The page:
CFS a triumph of the arts at Villanova

Joe Cramer

Film is undeniably a significant part of our culture.

Beyond the films that you see in the top-10 listings at the box office each week are a wealth of unique and insightful portrayals of life, death, love and other universal concerns. Much like writing, thoughtful cinema can serve as a vault for ideas, sentiments and philosophies held by a particular culture at a given time. It can represent life as it is, or life as it should be.

Villanova’s Cultural Film and Lecture Series (CFS), which screens films in the Connelly Center Cinema, is one program that recognizes and celebrates this potential in film.

Founded in 1980 by Joan D. Lynch, the CFS traditionally shows 10 films per semester, each with an accompanying lecture and discussion panel designed to elaborate on some of the essential themes within each work.

Each semester a theme is selected, and the 10 films that play throughout the semester all explore and contribute to a greater understanding of that theme. Most films that play are classics, independent films, and documentaries and foreign films. Basically, the kind of film you won’t find at your local multiplex.

The draw of CFS screenings doesn’t only encompass the films themselves, as often the screenings themselves draw fascinating speakers to comment on the subject matter represented in a particular film.

Sometimes these speakers are professors who are experts of the topic, and sometimes they are writers, directors, and other industry professionals. What this amounts to is a unique combination of perspectives that provide much insight into the themes being studied.

The current series is called “Women Take the Camera,” and is a celebration of women working in cinema, a traditionally male-dominated field. Monday night featured a screening of the film “Caramel.”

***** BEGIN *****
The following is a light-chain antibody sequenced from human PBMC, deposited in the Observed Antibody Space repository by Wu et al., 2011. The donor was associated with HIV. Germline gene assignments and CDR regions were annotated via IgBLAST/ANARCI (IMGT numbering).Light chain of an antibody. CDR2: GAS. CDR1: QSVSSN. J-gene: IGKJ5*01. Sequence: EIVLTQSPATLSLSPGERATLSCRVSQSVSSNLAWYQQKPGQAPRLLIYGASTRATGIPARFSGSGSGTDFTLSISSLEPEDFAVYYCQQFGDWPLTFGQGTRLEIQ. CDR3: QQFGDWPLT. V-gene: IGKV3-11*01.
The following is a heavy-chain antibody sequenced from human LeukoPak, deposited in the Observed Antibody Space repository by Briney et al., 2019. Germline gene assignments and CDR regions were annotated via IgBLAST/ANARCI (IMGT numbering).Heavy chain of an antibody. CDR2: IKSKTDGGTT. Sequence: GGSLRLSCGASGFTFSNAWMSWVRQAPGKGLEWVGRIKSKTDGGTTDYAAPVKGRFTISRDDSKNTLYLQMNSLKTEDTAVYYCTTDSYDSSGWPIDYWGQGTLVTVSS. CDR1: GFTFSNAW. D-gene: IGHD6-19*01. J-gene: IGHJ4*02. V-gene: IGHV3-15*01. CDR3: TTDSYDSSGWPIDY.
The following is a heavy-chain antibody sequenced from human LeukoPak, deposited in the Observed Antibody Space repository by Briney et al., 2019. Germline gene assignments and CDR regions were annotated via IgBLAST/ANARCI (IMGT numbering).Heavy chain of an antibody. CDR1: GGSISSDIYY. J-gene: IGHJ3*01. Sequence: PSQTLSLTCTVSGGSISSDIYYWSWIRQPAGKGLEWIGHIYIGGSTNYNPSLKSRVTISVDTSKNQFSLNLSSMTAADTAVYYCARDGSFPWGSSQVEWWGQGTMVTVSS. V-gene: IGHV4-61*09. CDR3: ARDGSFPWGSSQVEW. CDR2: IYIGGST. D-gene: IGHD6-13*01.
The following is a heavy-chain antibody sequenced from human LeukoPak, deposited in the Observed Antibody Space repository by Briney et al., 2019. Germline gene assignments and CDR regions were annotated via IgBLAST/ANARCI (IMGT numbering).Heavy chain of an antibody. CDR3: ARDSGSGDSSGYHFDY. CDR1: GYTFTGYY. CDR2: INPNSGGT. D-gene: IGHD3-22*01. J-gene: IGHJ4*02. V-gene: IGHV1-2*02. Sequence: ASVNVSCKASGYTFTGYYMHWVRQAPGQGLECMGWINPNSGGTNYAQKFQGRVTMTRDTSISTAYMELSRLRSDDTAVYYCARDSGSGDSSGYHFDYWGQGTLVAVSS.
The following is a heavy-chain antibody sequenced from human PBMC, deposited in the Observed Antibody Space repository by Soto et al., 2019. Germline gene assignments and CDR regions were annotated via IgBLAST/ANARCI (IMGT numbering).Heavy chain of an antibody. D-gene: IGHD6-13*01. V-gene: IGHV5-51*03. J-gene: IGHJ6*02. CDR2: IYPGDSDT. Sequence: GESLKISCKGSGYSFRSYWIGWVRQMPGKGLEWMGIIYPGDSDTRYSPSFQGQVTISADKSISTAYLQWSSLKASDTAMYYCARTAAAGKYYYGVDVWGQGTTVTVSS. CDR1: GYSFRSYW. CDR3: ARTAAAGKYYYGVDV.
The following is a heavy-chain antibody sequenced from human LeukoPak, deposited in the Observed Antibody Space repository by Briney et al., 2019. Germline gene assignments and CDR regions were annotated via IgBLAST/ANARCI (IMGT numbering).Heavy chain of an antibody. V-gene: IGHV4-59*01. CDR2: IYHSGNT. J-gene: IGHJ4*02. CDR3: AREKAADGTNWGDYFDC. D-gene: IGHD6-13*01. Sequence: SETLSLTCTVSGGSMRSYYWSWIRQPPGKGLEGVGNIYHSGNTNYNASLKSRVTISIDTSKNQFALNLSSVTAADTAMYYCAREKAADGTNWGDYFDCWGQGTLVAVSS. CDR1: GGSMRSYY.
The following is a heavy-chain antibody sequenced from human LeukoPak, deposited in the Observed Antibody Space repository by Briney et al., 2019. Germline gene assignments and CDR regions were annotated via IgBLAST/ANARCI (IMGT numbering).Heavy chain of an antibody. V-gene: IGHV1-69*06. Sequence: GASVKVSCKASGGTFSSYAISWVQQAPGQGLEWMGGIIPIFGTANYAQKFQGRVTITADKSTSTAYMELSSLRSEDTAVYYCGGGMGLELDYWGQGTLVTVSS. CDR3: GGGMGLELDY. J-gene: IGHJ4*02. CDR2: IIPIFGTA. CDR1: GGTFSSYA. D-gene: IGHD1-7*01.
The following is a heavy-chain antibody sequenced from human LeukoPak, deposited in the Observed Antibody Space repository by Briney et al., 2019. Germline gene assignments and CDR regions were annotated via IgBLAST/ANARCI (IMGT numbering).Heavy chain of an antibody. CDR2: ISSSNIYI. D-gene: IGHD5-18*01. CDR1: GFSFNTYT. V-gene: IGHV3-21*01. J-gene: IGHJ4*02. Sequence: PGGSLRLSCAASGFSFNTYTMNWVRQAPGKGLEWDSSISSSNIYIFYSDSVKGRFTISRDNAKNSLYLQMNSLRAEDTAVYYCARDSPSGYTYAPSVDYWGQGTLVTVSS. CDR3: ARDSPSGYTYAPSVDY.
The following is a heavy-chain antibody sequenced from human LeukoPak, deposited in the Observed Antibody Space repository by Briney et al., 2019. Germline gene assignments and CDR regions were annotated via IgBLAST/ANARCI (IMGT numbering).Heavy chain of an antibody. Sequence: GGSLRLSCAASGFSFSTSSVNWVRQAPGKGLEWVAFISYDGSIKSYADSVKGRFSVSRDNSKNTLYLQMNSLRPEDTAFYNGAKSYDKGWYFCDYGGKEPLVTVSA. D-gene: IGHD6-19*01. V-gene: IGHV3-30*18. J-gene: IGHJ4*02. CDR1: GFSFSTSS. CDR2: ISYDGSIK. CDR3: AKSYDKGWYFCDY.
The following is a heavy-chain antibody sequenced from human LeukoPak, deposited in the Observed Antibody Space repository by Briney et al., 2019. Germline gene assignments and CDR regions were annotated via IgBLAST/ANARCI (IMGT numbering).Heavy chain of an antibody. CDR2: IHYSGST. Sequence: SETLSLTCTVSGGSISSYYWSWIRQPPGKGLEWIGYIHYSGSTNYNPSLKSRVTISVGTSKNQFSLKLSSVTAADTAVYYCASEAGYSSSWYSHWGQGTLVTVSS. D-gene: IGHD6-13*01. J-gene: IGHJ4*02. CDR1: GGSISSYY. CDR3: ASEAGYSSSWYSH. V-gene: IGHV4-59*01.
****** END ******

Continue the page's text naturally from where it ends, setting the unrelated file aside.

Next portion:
The evening began with an introduction by the director of the CFS, John O’Leary. He announced some notable upcoming films in the semester, and soon introduced the guest speaker of the night, Nassar Chour, a professor of film at Villanova in the Communications department.

The film hit on a very personal level for Chour, who spent a “significant” period of his life in Beirut, where the film takes place. His introduction to a topic that is undoubtedly foreign to many students did much to familiarize the audience with the subject matter.

“Caramel” tells the story of five Lebanese women dealing with love and loss in Beirut. Chour noted perhaps the most striking aspect of the movie: the way it deals with ordinary life in a region characterized by American society as violent and turbulent. Chour argued that the true triumph of the film is the way it “breaks the pattern of ‘them and us.”‘

A film about the Middle East that deals with the personal rather than the political, it invokes a striking familiarity. In effect, it reveals the common desires that unite all people, regardless of race or gender.

The introductory speaker, a staple in Monday night showings, is one of the main draws of the CFS. Students, faculty and loyal film-buffs from the community at large alike came on Monday to hear Chour speak about a subject close to his heart.

The CFS offers a uniquely personal take on film that one would be hard pressed to find anywhere outside of a film festival.

“Caramel” is only one of the many superb films that the CFS will offer this semester. The committee in charge has made sure to integrate the films series into the academic community of Villanova, with many ACS professors encouraging their students to see the films as a part of the curriculum.

There are eight more chances in this semester alone to experience this fantastic program, and at no cost to students, these are opportunities that no one should miss. The CFS is one of the finest examples of Villanova supporting and embracing the arts, and it is ideal for anyone who loves film or new experiences.

Like “Caramel,” the triumph of the CFS is the way it embraces alternative views. Whether the film is a documentary about a little-known political figure or a deeply personal insider perspective of life and love in a foreign land, the CFS calls attention to views, ideas and cultures that otherwise might be missed.

Upcoming CFS Films

“Chisholm ’72: Unbought and Unbossed” Feb. 7, 8, 9

“Born Into Brothels” Feb. 14, 15, 16

“Thin” Feb. 21, 22, 23

“Working Girls” March 14, 15, 16

“Ciao, Professore!” March 21, 22, 23

“Getting Off” March 28, 29, 30

“Alice In Wonderland” April 4, 5, 6

“Washington Square” April 18, 19, 20